February 1, 2019

The 43rd Annual SIPA Career Conference and Alumni Reception in Washington, D.C., will be remembered for its unusual context: it took place amid the longest federal government shutdown in the United States history. It was one thing for current students to be anxious about their post-graduation prospects, but it was another for a group of renowned journalists trying to make sense of the unprecedented circumstances. The only certainty? It was time to rethink everything.

Susan Glasser, staff writer for the New Yorker, Soumaya Keynes, U.S. economics editor for the Economist, and Rachel Martin MIA ’04, host of NPR’s Morning Edition, joined Dean Merit E. Janow for the January 17 keynote panel covering a wide array of issues — from the Trump presidency and the economy to foreign policy and journalism in the new age of disinformation.

“We’re probably going to look back on the first two years [of the Trump presidency] as the quiet period before the storm,” Glasser said as the panelists shared their impressions on the unique challenges of covering the 45th president.

Martin noted that the political issue that dominated both 2017 and 2018 — immigration — would continue to grab headlines through the 2020 election cycle.

“This is Donald Trump's issue,” she said. “We're seeing it play out in the debate over the shutdown right now. This is what he ran on. This is what people were chanting. This is what emotionally resonated with the people who went out to the polls and decided to vote for Donald Trump in 2016. I don't see this stopping.”

Martin also suggested that the federal shutdown, itself a product of the national debate on immigration, was a symptom of “American exceptionalism.”

“Nobody else does this,” she said. “No other countries do this. Maybe you all can correct me if I'm wrong… but to hold the government hostage like this and use it in this political way is really exceptional.”

After the conversation moved on to economics, Keynes cited a range of contradictory indicators when she said that predicting a recession is difficult.

“On the one hand, you've got the labor market that seems to be doing great, “Keynes said. “And then, on the other hand, the financial markets are just completely freaking out. So, there are are this mixed messages going on.”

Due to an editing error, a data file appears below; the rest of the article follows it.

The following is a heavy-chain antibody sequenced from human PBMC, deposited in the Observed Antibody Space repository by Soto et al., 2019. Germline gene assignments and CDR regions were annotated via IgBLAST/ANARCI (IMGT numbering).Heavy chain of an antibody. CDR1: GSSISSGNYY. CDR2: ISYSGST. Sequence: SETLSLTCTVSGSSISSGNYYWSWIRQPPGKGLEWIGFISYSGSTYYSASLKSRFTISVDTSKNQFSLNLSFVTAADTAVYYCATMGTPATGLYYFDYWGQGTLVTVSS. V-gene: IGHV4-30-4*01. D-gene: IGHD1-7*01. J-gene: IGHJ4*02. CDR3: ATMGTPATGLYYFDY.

Glasser spoke about U.S.-China relations, focusing on the Trump administration's withdrawal from the Trans-Pacific Partnership.

“There was an actual effort to bridge the traditional divide between the security types and the economic types,” she said. “And the centerpiece of that, of course, was the Trans-Pacific Partnership and the idea that the United States would create a new web, a network of alliances that would both seek to challenge China, but also to essentially create a new framework and a new order that could work in a new environment where a much more assertive China was existing, both economically and in terms of its security presence, it's presence in the region.”

Janow asked the journalists to reflect on the state of journalism in light of the attention given to “disinformation and its consequences” in the aftermath of the 2016 election.

“The information world we live in has transformed in some fundamental way that has really caused us to question our journalistic assumptions,” Glasser said. “There is not a straight line between transparency and accountability in a way that we long envisioned that as being a key part of our political system.”

The main challenge for journalism in the new era of disruption, Martin said, is “to go to ground on everything. You have to primary source everything. You triple confirm it. You quadruple confirm it.”

“Journalism is not a science,” she said. “The more you can be transparent about the conversations you had and why you make the decisions that you do, the more people will come back to you and trust you.”

— Jeenho Hahm MPA ’19

WATCH: Rachel Martin of NPR: “Journalism is not a science.”

Rachel Martin of NPR: “Journalism is not a science.”